HomeAnswersUrologypsma scanPlease provide a second opinion on my father's scan reports.

I need a second opinion regarding my father's scan reports.


The following is an actual conversation between an iCliniq user and a doctor that has been reviewed and published as a Premium Q&A.

Medically reviewed by

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Published At December 25, 2016
Reviewed AtJune 27, 2023

Patient's Query

Hello doctor,

I need a second opinion on the results that came back from the doctor's report. Can you explain the report and the steps that we need to take further on this matter?


Welcome to icliniq.com.

Relax and do not worry. I have gone through the reports (attachment removed to protect patient identity) and I will explain you in detail. This is a gallium PSMA (prostate-specific membrane antigen) scan done for the whole body. The patient in the scan had undergone radical prostatectomy for prostate cancer. Now during the follow-up, there is a slight rise in prostate-specific antigen (PSA) which might represent local or metastatic recurrence anywhere in the body. So, they have done a PSMA scan, which shows no cancer either at the local site or anywhere else in the body. There might be micrometastasis (spread of cancer) somewhere, but it is not detectable in the PSMA scan which means it is not clinically significant at present.

Patient's Query

Thank you doctor,

My father underwent surgery two years back because his PSA was very high. The intent of the surgery was to remove cancer out of the body. Now two years later, the number is increasing slowly and one doctor has recommended radiotherapy with 45 sessions, which will take three years to complete. I need to know what we should do now. Do we have a concern that he only has a few years left?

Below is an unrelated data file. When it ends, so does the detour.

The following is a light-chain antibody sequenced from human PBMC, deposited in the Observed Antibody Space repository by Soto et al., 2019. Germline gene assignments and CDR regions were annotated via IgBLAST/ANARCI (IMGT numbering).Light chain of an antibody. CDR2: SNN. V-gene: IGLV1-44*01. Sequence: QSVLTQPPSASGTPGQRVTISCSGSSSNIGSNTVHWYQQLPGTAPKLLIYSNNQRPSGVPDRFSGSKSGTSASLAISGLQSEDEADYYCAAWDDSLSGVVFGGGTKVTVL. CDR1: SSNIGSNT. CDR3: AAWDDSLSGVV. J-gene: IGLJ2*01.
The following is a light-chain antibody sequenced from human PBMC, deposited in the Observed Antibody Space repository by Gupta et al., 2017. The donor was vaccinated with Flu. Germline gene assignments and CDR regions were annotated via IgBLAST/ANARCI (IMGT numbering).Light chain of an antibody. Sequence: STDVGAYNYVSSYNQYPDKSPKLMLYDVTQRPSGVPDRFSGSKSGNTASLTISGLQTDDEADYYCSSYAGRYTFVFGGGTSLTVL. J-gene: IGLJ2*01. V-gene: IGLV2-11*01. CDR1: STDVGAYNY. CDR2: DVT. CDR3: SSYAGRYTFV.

Welcome back to icliniq.com.

As per the report of PSMA, he does not have any recurrence at present, either at the local operative site or any metastasis. There are many options from here. Either you can wait and watch or you can start treatment with hormonal therapy (medical castration) or can undergo radiotherapy. The best decision would be taken by your treating doctor by consulting you and your father, because each one has its own advantage and disadvantages and require physical counseling. I do not think at present his life is in danger. The prostate cancer is a very slow-growing type of cancer. So, do not worry. He still has many more years left.

Same symptoms don't mean you have the same problem. Consult a doctor now!

Dr. Khant Shahil Ramesh Bhai
Dr. Khant Shahil Ramesh Bhai


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